Conservation of biodiversity is high on the agenda of international and national environmental policies though not very present in public awareness. The need to protect biodiversity and stop the loss was acknowledged in the Convention on Biological Diversity (CBD), internationally agreed on in 1992, and underscored by relevant decisions since then. It has been known for some time that intensive high input farming is one of the main drivers of ongoing biodiversity losses in agricultural landscapes. An indicator for such losses is the diversity and abundance of weed flora. Transgenic crops resistant to the herbicides glyphosate (accounting for the great majority) and glufosinate have first been cultivated commercially in the nineties of the last century. Since then, a wealth of information has been collected on use patterns and on impacts of herbicide-resistant (HR) crops. There are concerns that HR crops will help to further intensify farming and may therefore increase pressure on biodiversity. The need to study potential environmental consequences of changes in herbicide usage due to transgenic HR plants has recently been underlined by the Council (of Environment Ministers) of the European Union (EU). This paper summarizes the lessons that can be learned from the experience up to now.


Impacts on agricultural practice and agronomy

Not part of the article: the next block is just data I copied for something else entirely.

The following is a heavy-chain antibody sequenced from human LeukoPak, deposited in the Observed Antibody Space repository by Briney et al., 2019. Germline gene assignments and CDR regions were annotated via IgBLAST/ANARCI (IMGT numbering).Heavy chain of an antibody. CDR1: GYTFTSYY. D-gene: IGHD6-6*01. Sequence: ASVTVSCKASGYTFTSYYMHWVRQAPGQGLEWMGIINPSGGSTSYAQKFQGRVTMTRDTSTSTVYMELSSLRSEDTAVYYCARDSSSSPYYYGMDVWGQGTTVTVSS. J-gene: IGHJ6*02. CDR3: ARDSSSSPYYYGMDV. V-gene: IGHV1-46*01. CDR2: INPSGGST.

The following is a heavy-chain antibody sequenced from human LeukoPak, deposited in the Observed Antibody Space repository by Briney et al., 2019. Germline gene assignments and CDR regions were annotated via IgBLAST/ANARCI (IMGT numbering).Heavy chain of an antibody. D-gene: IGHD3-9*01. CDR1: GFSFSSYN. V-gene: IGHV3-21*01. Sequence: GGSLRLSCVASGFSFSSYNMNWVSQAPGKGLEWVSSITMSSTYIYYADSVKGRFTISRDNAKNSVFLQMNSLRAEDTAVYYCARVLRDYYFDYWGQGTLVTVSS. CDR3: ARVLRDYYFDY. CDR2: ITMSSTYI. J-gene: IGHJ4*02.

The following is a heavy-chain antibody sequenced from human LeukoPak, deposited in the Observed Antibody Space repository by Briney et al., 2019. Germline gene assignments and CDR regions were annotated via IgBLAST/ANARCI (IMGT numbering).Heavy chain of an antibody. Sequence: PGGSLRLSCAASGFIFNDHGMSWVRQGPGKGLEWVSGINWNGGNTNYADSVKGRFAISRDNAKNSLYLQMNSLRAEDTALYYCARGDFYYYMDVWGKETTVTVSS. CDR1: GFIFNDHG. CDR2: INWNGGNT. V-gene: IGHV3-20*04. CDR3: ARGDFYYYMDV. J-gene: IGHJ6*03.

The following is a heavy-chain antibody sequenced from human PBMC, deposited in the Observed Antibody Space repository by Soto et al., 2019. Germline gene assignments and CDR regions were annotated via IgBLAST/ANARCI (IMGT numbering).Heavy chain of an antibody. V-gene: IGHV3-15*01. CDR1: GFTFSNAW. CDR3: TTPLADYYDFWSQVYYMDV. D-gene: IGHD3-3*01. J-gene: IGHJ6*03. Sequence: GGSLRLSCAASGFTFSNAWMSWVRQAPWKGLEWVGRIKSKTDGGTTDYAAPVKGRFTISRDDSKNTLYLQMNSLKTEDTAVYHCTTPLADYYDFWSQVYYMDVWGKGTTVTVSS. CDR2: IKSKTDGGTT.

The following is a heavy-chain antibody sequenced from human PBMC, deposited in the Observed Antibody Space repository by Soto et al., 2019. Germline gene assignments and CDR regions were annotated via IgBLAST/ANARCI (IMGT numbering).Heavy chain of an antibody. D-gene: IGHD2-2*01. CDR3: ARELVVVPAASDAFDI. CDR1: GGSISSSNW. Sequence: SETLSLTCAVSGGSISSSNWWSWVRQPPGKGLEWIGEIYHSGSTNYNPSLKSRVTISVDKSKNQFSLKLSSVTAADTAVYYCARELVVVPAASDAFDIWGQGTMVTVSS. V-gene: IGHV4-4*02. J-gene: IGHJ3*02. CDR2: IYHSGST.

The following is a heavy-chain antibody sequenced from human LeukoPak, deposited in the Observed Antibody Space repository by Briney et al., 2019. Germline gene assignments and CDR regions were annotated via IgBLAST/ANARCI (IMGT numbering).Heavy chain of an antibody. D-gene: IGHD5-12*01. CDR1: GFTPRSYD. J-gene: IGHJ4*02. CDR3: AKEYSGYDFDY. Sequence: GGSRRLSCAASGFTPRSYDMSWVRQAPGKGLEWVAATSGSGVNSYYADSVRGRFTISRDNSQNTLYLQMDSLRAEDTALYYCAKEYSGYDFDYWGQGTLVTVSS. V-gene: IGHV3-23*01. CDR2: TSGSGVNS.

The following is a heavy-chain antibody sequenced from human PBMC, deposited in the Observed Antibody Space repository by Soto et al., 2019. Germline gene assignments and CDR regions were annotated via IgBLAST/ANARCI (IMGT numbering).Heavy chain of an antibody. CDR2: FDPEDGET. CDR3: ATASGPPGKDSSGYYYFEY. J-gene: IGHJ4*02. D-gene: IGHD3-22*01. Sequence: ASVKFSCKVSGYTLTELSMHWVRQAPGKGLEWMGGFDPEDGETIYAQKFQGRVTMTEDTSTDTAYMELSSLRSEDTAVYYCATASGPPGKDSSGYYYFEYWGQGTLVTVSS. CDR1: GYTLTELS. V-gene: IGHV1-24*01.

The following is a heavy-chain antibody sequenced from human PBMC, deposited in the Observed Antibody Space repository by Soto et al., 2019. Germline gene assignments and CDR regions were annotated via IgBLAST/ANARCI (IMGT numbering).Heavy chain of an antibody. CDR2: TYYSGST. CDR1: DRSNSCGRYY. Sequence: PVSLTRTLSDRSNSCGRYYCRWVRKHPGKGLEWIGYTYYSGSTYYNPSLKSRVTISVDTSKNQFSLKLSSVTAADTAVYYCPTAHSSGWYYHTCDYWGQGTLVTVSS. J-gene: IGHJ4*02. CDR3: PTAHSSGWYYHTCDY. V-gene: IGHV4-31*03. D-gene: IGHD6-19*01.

Like any significant change in crop choice, HR crops can have various impacts on the agricultural practice and agronomy, including weed control, soil tillage, planting, crop rotation, yield, and net income. Glyphosate- and glufosinate-resistance allows previously sensitive crops to survive application of the complementary broad-spectrum systemic herbicide. HR crops facilitate weed control, i.e. they enable the usage of broad-spectrum herbicides and thus an easier choice of products as well as an extension of the time window for spraying, giving the farmer more flexibility. HR crops also allow post-emergence application of herbicides instead of the routine pre-emergence application in conventional crops.


Results on yields of HR crops compared to conventional crops are actually mixed. In general, there has been little, if any contribution of HR crops to increase the yield.


The herbicide usage in HR crop systems and their impacts is difficult to compare to conventional crop management because different herbicides are applied at different rates and the specific environmental impacts may vary. There is some agreement in the literature that with the introduction of HR crops in the US lower amounts of herbicides (as active ingredient per hectare) were applied during the first years (from 1996 onwards), compared to conventional crops. Based on United States Department of Agriculture (USDA) statistics, the trend turned in 2000 and already in 2004 more herbicides were applied to HR crops than to conventional crops. In the following years, the difference rose progressively and led to an estimated amount of 239 million kg additional herbicides in the whole period of 1996-2011, with HR soybean accounting for two thirds of the total increase. Most of the increase was due to the rising dependence on glyphosate. In Argentina, herbicide use, and in particular glyphosate use, increased enormously in line with the introduction of glyphosate-resistant soybean. In case HR crops would be authorized for cultivation in Europe, projections predict that herbicide use would increase significantly in the EU as well.